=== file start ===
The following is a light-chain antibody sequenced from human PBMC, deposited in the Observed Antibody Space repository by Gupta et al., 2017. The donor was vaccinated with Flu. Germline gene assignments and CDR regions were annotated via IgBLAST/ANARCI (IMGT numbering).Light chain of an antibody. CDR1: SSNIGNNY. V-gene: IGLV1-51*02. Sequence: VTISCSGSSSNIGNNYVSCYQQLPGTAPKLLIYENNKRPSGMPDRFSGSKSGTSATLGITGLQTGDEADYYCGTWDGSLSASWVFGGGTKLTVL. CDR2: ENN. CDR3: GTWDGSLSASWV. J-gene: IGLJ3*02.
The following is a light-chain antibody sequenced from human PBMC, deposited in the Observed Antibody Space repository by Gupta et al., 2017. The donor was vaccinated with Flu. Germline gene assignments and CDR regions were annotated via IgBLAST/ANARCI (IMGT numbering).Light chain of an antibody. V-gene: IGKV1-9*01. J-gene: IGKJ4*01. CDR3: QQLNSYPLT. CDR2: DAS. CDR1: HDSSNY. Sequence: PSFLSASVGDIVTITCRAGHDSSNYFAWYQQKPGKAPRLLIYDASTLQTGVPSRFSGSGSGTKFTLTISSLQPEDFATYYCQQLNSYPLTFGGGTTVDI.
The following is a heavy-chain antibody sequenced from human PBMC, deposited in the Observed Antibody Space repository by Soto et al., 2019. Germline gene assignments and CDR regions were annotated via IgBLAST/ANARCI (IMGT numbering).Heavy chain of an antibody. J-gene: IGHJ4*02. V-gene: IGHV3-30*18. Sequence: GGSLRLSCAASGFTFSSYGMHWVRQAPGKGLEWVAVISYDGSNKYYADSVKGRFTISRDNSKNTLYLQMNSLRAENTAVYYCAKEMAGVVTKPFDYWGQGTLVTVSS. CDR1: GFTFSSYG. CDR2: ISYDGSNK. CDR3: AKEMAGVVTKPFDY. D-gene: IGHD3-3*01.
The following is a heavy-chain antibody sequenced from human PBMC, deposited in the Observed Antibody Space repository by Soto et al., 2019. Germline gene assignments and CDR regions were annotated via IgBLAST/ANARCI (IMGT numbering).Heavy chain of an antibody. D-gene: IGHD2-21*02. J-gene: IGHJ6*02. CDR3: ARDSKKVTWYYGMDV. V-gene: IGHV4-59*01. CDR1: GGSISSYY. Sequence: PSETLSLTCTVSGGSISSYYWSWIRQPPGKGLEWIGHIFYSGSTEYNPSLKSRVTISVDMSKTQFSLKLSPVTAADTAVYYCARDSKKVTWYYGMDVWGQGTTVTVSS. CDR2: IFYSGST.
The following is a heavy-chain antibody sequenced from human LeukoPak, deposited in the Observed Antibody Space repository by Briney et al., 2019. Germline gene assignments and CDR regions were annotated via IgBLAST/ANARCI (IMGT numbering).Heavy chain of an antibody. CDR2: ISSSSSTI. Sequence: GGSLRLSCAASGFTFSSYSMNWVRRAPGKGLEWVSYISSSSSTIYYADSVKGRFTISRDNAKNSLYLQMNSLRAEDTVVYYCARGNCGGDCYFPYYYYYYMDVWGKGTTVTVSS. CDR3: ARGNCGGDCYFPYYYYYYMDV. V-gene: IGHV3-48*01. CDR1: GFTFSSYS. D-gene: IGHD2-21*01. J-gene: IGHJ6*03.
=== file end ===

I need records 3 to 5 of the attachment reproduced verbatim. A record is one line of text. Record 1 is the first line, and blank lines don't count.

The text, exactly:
The following is a heavy-chain antibody sequenced from human PBMC, deposited in the Observed Antibody Space repository by Soto et al., 2019. Germline gene assignments and CDR regions were annotated via IgBLAST/ANARCI (IMGT numbering).Heavy chain of an antibody. J-gene: IGHJ4*02. V-gene: IGHV3-30*18. Sequence: GGSLRLSCAASGFTFSSYGMHWVRQAPGKGLEWVAVISYDGSNKYYADSVKGRFTISRDNSKNTLYLQMNSLRAENTAVYYCAKEMAGVVTKPFDYWGQGTLVTVSS. CDR1: GFTFSSYG. CDR2: ISYDGSNK. CDR3: AKEMAGVVTKPFDY. D-gene: IGHD3-3*01.
The following is a heavy-chain antibody sequenced from human PBMC, deposited in the Observed Antibody Space repository by Soto et al., 2019. Germline gene assignments and CDR regions were annotated via IgBLAST/ANARCI (IMGT numbering).Heavy chain of an antibody. D-gene: IGHD2-21*02. J-gene: IGHJ6*02. CDR3: ARDSKKVTWYYGMDV. V-gene: IGHV4-59*01. CDR1: GGSISSYY. Sequence: PSETLSLTCTVSGGSISSYYWSWIRQPPGKGLEWIGHIFYSGSTEYNPSLKSRVTISVDMSKTQFSLKLSPVTAADTAVYYCARDSKKVTWYYGMDVWGQGTTVTVSS. CDR2: IFYSGST.
The following is a heavy-chain antibody sequenced from human LeukoPak, deposited in the Observed Antibody Space repository by Briney et al., 2019. Germline gene assignments and CDR regions were annotated via IgBLAST/ANARCI (IMGT numbering).Heavy chain of an antibody. CDR2: ISSSSSTI. Sequence: GGSLRLSCAASGFTFSSYSMNWVRRAPGKGLEWVSYISSSSSTIYYADSVKGRFTISRDNAKNSLYLQMNSLRAEDTVVYYCARGNCGGDCYFPYYYYYYMDVWGKGTTVTVSS. CDR3: ARGNCGGDCYFPYYYYYYMDV. V-gene: IGHV3-48*01. CDR1: GFTFSSYS. D-gene: IGHD2-21*01. J-gene: IGHJ6*03.